Didn't like the Diamond Project, once again.
At ABT. La Fille and Dream. Who could ask for anything more.
Gillian Murphy was a nice revelation and Jaffe's farewell will stick with me for a while, I wasn't always a huge fan of hers, but she showed true colors that night and it was nice to see that recognized.
Looking forward to the Kirov in NY.
Posted 27 June 2002 - 12:52 PM
The highlights for me this year? PA Ballet's Sleeping Beauty was beautiful. Going back to the fall, I finally got to see Great Gallopping Gottschalk, (what fun!) Then this winter their Jerome Robbins program included Jose Limon's Moor's Pavane and it was very emotionally charged, and yes, I had fun watching Rodin. Those were the highlights for me, and they do Balanchine's Nutcracker which is always a delight.
Pennsylvania Ballet is officially finished for the season but "Shut Up and Dance" is Friday (tomorrow) night. It's their performance choreographed and performed by the Dancers who give their time and talents to benefit the Philladelphia AIDS charity group, MANNA. This is their 10th year to do this, but my first time to go. I'm really looking forward to it!
Posted 27 June 2002 - 03:01 PM
Sad to say, I had no season - not a single performance - nothing to see. OK, a couple of school performances, but that was it.
So, you might imagine, here we sit starving and only relying on the TV for the odd broadcast (twice a year there might be something).
That's Sweden for you...
Posted 28 June 2002 - 11:27 AM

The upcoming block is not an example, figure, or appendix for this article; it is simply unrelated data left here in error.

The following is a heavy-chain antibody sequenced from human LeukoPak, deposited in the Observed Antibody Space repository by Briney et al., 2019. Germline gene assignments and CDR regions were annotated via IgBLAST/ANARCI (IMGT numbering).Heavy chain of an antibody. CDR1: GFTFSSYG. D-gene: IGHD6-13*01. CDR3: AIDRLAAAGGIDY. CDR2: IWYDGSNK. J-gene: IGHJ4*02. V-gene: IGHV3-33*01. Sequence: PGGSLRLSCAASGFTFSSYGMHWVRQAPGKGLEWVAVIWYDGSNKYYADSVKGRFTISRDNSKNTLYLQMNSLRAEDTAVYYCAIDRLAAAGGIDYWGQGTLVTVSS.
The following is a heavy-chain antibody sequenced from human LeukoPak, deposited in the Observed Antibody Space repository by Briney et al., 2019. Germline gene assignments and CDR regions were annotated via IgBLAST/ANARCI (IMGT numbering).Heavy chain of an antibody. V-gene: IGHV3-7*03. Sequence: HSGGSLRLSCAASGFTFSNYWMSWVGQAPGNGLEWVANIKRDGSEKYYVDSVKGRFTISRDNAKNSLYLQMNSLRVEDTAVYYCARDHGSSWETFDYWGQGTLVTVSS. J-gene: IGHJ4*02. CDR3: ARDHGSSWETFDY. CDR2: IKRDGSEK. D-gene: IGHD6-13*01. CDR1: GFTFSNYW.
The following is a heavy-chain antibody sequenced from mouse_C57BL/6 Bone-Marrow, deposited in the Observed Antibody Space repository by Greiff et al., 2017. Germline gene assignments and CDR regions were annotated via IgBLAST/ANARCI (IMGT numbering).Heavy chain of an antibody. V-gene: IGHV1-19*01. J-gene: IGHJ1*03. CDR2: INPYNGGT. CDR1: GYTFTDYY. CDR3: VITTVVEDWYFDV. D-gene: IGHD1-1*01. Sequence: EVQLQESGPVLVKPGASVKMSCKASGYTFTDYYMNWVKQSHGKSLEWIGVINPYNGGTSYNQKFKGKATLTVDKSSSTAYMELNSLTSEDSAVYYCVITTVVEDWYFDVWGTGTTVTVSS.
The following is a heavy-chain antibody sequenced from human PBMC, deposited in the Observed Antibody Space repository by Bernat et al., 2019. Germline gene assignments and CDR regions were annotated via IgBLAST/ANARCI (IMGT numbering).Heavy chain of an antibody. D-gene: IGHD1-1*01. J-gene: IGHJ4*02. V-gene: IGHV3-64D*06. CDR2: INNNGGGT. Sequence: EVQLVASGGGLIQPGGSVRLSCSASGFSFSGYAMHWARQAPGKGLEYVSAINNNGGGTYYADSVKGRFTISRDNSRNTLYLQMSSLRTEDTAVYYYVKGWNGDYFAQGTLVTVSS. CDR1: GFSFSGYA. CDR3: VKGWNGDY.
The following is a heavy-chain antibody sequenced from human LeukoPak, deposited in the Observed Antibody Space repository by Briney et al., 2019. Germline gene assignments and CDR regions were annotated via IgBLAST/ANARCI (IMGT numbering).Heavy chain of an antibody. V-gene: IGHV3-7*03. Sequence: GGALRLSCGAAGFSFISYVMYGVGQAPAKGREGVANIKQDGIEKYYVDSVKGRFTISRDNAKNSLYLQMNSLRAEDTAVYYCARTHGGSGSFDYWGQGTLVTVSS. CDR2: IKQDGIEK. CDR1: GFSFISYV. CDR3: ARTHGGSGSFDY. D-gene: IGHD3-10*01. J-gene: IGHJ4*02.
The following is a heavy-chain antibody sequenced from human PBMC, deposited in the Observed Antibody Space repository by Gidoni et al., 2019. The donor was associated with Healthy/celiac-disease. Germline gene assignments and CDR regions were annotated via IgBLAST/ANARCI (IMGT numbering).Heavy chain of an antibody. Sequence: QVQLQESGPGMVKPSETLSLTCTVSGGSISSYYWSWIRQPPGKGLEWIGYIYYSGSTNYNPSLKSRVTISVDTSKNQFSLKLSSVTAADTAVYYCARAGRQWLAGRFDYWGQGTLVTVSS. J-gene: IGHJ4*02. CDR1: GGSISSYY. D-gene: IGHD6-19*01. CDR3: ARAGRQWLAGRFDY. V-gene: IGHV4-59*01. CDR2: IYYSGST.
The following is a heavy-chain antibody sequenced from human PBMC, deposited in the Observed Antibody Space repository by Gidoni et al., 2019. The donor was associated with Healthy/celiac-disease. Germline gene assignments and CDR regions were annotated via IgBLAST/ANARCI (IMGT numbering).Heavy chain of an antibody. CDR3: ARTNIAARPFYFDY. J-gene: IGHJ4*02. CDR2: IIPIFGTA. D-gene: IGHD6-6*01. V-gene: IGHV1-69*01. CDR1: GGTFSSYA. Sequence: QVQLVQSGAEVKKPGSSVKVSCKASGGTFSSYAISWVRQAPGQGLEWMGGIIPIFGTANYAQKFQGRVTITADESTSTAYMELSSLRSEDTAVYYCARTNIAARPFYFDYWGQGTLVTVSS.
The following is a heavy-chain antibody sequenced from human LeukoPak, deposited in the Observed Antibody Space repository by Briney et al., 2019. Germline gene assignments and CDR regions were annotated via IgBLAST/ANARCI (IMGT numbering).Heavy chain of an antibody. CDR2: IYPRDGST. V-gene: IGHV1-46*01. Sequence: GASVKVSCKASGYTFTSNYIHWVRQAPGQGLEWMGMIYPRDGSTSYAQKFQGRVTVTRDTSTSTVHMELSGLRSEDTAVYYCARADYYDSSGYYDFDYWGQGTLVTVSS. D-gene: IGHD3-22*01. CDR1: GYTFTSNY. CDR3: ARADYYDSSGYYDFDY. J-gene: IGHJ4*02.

Other highlights for me included:
The Stars of the 21st Century gala, in particular Dovorovenko and Belotserkovsky's Tchaikovsky pdd, and Jamie Tapper and Johan Kobborg in Giselle and Flower Festival.
The Erik Bruhn Prize. Lots of talent especially from ABT and Suttgart.
My short visit to NYC which included NYCB in Concerto in Five Movements, In the Mi(d)st, and Who Cares? and ABT's Corsaire (Corella was amazing!).
What's New? NBoC's The Contract...
Trends? NBoC this season IMO, was at it's best in the smaller ballets by MacMillan, Ashton, and Tetley than in the very classical (Paquita, Sleeping Beauty).
Posted 02 July 2002 - 04:58 PM
Nutcracker was fun as always, I could see it every night.
Paul Taylor's Black Tuesday, which I saw once at ABT and once danced by his company was the best new work of the season. Taylor's dancers brought more depth to the roles but I enjoyed ABT's program, which included Rodeo (still holding its own after all these years.)
David Gordon's season at Danspace was an example of how artists can do much with very little. A simple vocabulary and a little scenery but lots to say about men and women relate to each other. Valda Setterfield and Gordon continue to astound with the depth of their passion for dancing and each other.
Eugene Onegin at the Dutch National Ballet was a pleasant surprise. Decent choreography danced with committment makes for a moving evening. I enjoyed this performance more than the one I saw at ABT, although Ferri continues to be a performer who can move you with her beautiful dancing and delicate acting.
City Ballet's repertoire continues to enrich my life. This year winter and spring brought us masterpieces such as Serenade, Prodigal Son and Divertimento #15, great ballets like Who Cares? and those B+ works by Balanchine (Walpurgisnacht, Cortege, Suite #3)that I love because each shows us some aspect of classical dancing that no one else has revealed.
I was delighted to see The Dream at ABT, although I had many reservations about how it was danced. I hope McKenzie keeps those Ashton works in the rep and revives Symphonic Varitations. Bizet looked strange to me but still I'd love to see a revival of Symphonie Concertante.
A big disappointment was Stroman's choreography for Oklahoma. She used a hammer where De Mille used an ice pick. And I never seen a production where the title song was so poorly staged or failed so miserably to get rousing applause.
I guess the new season starts with the Kirov and Merce Cunningham in July - cann't wait!
Posted 10 July 2002 - 09:59 AM